Tuesday, August 19, 2014

Further Thoughts on the 5E Economy

Should I just call it 5Economy?

In any event, after being called out on my math, I settled down to think about the world-building ramifications of the crafting rules a bit more.

The basic math leads me to some conclusions which - fortunately I think - replicate (in a rule-of-thumb, simplified for gaming way) the sort of conditions you'd expect in a faux-medieval economy.

1) Limited Supply

This is the really big takeaway.  If, as a craftsman, you have to pay 50% of the cost of an item upfront in materials (or even 25%, really) the item represents a loss to you personally until it sells.  The bigger the ticket item, the more you'd have to plowed into it.  A suit of plate mail represents 2 YEARS of living expenses for a tradesperson in materials...

Plate mail is a bad example here, because it is, by it's nature, a very limited-demand item, but even something like a longsword (15 gp) represents a lost week's wages (at 1 gp/day) until it sells.  So only a well-established blacksmith can keep much inventory - it costs too much.

It also means that local blacksmiths, who presumably make their money just "practicing the craft" and maintaining a modest income, don't get many opportunities to sell big-ticket items like this, so they are unlikely to have much stock.  Sure, they'll make it - but only if somebody wants it.

The upshot here is that it doesn't make much sense to be able to get expensive equipment in small towns or villages unless there is some other reason for it to be available.  Sure, you can get it made, but there won't be much/any lying around.

2) Pay up front and expect to wait.

If it costs a smith 50% of the finished good (or even 25%) to make something, they are gonna want a deposit.  Probably for the entire materials cost.  Unless you're a local and he knows where you live and whatnot.  Transient murderhobos get no credit.

If the smith is solo, divide the cost by 10 to figure out how many days it will take.  If he is part of a team, multiply the team by 10, then divide by that.  Minimum 1 day.

Example:  Longsword - 15 gp.  Cost you 7 gp up front (15/10) - wait a day and a half.

3-man team for Plate Mail - 1500 gp - cost you 750 gp up front (1500/30) - wait about 2 months (50 days)

This math would break down differently if things are less than a gold piece, I think.  But unless the total cost of all the items exceeds 10 gp - the answer is "one day".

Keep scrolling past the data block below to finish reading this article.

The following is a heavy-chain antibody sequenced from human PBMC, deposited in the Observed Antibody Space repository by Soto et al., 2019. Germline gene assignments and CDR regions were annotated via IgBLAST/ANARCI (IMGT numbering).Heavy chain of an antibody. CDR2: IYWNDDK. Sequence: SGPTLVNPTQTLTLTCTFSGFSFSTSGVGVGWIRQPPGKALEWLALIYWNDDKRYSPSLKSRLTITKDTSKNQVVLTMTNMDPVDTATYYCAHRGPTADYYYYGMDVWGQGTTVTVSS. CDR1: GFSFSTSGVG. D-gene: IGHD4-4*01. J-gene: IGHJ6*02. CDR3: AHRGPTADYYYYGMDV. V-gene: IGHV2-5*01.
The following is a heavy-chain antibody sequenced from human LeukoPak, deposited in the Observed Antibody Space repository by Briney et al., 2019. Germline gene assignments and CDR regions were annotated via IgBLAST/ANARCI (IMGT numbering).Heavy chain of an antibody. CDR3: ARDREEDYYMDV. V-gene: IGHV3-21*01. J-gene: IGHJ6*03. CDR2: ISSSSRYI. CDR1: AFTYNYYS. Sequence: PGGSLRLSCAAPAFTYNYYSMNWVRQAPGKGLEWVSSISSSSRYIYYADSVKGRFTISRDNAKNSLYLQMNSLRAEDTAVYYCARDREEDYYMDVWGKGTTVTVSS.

3) Some parts need houseruling/handwaving.

Darts.  They cost 5 cp, or 1/20th of a gp.  If you can make 5 gp worth of materials/day, then you can make 100 darts a day.  Again, if you are paying 50% of the cost as materials, maybe you are just gluing the fins on and screwing on the pointy bit?  Still seems fast.

There is some weirdness in the sense that a gold dart would presumably take much longer to make than a normal one, that sort of thing can mostly be handwaved (or not really worried about)

4) Any smith can forge anything.

There is only one "smith tools" set/skill, so technically speaking any smith can forge any item.  The materials cost is clearly a limitation, but presumably not if you are putting down a deposit.  Realistically (or as much realism as possible in elfgames) you might want to require larger cities for smiths with the skills to make highly specialized/expensive items, like spyglasses or plate armor. Even swords (heck, especially swords) had very specialized skills associated with making them.

5) Scale up for Art Objects.

Time/cost is determined by end value. If you want to make a really beautiful, valuable item, just pick how much you want it to be worth (or ask the DM), pay the materials cost (meteoric steel is pricey) and get to forging.

Hopefully the DMG will have some magic-item creation rules, but until then, requiring that you start with a very valuable item is pretty common.

Obviously, PC's won't be looking at using crafting to make money, but a PC (or ex-PC) with some capital, contacts in the sword-swinging community and knowledge of blacksmithing has a pretty good retirement plan available.

So the house rules I'm going to start with on crafting are "Pay anywhere from 10% to 50% for materials" and "You can make an item a work of art by paying more in materials/crafting time".

That's all for smithing, although it looks like performance might need a look, too.

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